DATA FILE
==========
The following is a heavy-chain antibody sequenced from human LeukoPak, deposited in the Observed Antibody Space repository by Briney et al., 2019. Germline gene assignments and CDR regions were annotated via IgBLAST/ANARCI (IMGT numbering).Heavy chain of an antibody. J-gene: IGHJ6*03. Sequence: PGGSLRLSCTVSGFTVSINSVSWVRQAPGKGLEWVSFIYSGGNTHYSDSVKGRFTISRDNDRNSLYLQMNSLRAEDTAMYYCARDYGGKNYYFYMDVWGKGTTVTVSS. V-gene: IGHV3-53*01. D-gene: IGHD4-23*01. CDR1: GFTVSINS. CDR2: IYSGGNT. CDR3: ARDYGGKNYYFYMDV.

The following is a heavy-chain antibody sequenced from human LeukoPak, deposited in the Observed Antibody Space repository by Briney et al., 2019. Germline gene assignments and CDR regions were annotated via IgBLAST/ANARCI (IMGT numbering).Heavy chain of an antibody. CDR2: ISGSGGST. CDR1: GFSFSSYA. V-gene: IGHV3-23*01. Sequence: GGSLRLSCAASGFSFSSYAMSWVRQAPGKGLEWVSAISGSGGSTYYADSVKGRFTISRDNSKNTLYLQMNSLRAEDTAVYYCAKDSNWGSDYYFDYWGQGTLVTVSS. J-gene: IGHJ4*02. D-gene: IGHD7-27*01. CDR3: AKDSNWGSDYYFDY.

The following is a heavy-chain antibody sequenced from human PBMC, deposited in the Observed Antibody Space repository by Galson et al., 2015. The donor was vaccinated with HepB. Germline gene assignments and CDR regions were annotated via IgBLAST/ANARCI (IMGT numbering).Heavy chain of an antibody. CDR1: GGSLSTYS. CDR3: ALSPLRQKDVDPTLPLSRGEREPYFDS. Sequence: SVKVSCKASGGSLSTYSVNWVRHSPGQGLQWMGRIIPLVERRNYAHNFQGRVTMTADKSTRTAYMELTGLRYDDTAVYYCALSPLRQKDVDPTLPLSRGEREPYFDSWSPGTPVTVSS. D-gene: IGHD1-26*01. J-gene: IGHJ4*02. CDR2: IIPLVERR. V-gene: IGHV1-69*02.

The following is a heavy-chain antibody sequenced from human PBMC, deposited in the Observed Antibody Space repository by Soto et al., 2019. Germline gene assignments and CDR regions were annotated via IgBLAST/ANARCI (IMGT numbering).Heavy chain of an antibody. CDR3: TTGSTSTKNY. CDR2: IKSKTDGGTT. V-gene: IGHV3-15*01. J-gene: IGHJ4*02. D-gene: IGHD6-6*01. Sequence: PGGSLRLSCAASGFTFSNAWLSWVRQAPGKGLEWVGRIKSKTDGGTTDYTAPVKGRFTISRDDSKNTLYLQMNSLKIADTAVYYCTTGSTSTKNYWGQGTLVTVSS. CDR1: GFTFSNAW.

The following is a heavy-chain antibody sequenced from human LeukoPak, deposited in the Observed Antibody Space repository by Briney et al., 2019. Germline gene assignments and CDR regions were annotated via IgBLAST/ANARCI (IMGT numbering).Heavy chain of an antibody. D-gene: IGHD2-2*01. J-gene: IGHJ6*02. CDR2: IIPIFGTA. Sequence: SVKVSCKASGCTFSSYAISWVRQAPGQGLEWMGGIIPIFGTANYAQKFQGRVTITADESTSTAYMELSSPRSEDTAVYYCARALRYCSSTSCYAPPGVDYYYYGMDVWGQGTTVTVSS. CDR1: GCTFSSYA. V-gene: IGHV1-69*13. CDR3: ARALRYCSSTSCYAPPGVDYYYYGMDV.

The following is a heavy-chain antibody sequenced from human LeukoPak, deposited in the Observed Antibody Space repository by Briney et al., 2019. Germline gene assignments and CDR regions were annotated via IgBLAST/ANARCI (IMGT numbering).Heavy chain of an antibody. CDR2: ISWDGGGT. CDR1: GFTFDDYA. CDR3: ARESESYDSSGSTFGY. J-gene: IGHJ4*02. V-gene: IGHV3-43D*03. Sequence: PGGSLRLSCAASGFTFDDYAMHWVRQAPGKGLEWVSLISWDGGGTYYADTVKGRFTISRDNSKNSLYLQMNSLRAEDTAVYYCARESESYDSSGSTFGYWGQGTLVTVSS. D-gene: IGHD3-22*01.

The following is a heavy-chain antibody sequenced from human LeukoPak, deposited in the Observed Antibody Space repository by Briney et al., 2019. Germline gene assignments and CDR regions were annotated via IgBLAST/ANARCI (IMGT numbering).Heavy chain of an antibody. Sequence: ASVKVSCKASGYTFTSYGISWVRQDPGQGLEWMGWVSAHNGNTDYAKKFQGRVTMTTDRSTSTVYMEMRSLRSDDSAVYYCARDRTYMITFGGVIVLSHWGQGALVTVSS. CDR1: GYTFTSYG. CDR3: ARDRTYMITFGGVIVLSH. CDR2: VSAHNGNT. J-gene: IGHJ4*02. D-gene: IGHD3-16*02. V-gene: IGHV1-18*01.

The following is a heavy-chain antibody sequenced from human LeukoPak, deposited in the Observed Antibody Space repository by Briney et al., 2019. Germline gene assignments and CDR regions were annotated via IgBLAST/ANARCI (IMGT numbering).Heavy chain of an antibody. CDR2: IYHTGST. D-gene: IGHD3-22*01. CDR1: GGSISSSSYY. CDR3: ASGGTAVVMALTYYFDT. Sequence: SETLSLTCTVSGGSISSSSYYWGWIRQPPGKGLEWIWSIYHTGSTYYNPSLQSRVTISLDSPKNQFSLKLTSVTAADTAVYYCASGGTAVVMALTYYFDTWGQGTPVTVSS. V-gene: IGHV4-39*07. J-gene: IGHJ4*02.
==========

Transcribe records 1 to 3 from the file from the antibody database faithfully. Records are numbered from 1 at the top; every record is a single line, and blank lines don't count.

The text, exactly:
The following is a heavy-chain antibody sequenced from human LeukoPak, deposited in the Observed Antibody Space repository by Briney et al., 2019. Germline gene assignments and CDR regions were annotated via IgBLAST/ANARCI (IMGT numbering).Heavy chain of an antibody. J-gene: IGHJ6*03. Sequence: PGGSLRLSCTVSGFTVSINSVSWVRQAPGKGLEWVSFIYSGGNTHYSDSVKGRFTISRDNDRNSLYLQMNSLRAEDTAMYYCARDYGGKNYYFYMDVWGKGTTVTVSS. V-gene: IGHV3-53*01. D-gene: IGHD4-23*01. CDR1: GFTVSINS. CDR2: IYSGGNT. CDR3: ARDYGGKNYYFYMDV.

The following is a heavy-chain antibody sequenced from human LeukoPak, deposited in the Observed Antibody Space repository by Briney et al., 2019. Germline gene assignments and CDR regions were annotated via IgBLAST/ANARCI (IMGT numbering).Heavy chain of an antibody. CDR2: ISGSGGST. CDR1: GFSFSSYA. V-gene: IGHV3-23*01. Sequence: GGSLRLSCAASGFSFSSYAMSWVRQAPGKGLEWVSAISGSGGSTYYADSVKGRFTISRDNSKNTLYLQMNSLRAEDTAVYYCAKDSNWGSDYYFDYWGQGTLVTVSS. J-gene: IGHJ4*02. D-gene: IGHD7-27*01. CDR3: AKDSNWGSDYYFDY.

The following is a heavy-chain antibody sequenced from human PBMC, deposited in the Observed Antibody Space repository by Galson et al., 2015. The donor was vaccinated with HepB. Germline gene assignments and CDR regions were annotated via IgBLAST/ANARCI (IMGT numbering).Heavy chain of an antibody. CDR1: GGSLSTYS. CDR3: ALSPLRQKDVDPTLPLSRGEREPYFDS. Sequence: SVKVSCKASGGSLSTYSVNWVRHSPGQGLQWMGRIIPLVERRNYAHNFQGRVTMTADKSTRTAYMELTGLRYDDTAVYYCALSPLRQKDVDPTLPLSRGEREPYFDSWSPGTPVTVSS. D-gene: IGHD1-26*01. J-gene: IGHJ4*02. CDR2: IIPLVERR. V-gene: IGHV1-69*02.